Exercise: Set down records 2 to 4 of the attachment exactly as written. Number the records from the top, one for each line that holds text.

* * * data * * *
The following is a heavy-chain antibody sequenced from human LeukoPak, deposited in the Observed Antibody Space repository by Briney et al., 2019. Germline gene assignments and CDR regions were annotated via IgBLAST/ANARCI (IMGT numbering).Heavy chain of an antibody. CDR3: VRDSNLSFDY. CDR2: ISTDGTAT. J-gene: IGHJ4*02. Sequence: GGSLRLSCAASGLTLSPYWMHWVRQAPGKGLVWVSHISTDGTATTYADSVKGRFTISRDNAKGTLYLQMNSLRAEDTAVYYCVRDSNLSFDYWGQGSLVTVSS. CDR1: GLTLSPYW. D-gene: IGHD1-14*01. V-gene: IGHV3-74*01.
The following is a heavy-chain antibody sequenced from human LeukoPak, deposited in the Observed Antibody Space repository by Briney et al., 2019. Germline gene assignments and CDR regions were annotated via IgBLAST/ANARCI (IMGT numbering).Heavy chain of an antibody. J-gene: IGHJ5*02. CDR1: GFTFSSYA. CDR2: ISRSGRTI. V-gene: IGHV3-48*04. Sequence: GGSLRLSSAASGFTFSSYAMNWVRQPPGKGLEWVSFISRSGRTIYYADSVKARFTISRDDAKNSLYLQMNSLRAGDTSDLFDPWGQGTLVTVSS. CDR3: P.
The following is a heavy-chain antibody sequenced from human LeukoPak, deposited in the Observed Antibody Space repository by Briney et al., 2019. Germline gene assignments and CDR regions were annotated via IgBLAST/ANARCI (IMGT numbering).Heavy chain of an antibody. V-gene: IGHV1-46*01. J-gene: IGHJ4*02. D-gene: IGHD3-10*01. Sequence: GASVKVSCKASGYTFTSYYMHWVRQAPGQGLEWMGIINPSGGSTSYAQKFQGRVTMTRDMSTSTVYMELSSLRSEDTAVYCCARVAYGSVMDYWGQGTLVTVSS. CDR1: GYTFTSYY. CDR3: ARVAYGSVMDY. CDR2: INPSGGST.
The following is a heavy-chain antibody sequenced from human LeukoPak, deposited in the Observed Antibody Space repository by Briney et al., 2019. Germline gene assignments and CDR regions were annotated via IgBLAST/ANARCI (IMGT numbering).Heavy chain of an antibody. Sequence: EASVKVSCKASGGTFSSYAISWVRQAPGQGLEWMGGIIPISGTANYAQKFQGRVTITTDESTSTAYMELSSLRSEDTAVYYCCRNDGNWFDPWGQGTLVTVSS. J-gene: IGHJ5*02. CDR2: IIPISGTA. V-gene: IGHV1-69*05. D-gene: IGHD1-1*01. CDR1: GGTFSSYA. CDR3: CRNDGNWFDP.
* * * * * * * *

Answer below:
The following is a heavy-chain antibody sequenced from human LeukoPak, deposited in the Observed Antibody Space repository by Briney et al., 2019. Germline gene assignments and CDR regions were annotated via IgBLAST/ANARCI (IMGT numbering).Heavy chain of an antibody. J-gene: IGHJ5*02. CDR1: GFTFSSYA. CDR2: ISRSGRTI. V-gene: IGHV3-48*04. Sequence: GGSLRLSSAASGFTFSSYAMNWVRQPPGKGLEWVSFISRSGRTIYYADSVKARFTISRDDAKNSLYLQMNSLRAGDTSDLFDPWGQGTLVTVSS. CDR3: P.
The following is a heavy-chain antibody sequenced from human LeukoPak, deposited in the Observed Antibody Space repository by Briney et al., 2019. Germline gene assignments and CDR regions were annotated via IgBLAST/ANARCI (IMGT numbering).Heavy chain of an antibody. V-gene: IGHV1-46*01. J-gene: IGHJ4*02. D-gene: IGHD3-10*01. Sequence: GASVKVSCKASGYTFTSYYMHWVRQAPGQGLEWMGIINPSGGSTSYAQKFQGRVTMTRDMSTSTVYMELSSLRSEDTAVYCCARVAYGSVMDYWGQGTLVTVSS. CDR1: GYTFTSYY. CDR3: ARVAYGSVMDY. CDR2: INPSGGST.
The following is a heavy-chain antibody sequenced from human LeukoPak, deposited in the Observed Antibody Space repository by Briney et al., 2019. Germline gene assignments and CDR regions were annotated via IgBLAST/ANARCI (IMGT numbering).Heavy chain of an antibody. Sequence: EASVKVSCKASGGTFSSYAISWVRQAPGQGLEWMGGIIPISGTANYAQKFQGRVTITTDESTSTAYMELSSLRSEDTAVYYCCRNDGNWFDPWGQGTLVTVSS. J-gene: IGHJ5*02. CDR2: IIPISGTA. V-gene: IGHV1-69*05. D-gene: IGHD1-1*01. CDR1: GGTFSSYA. CDR3: CRNDGNWFDP.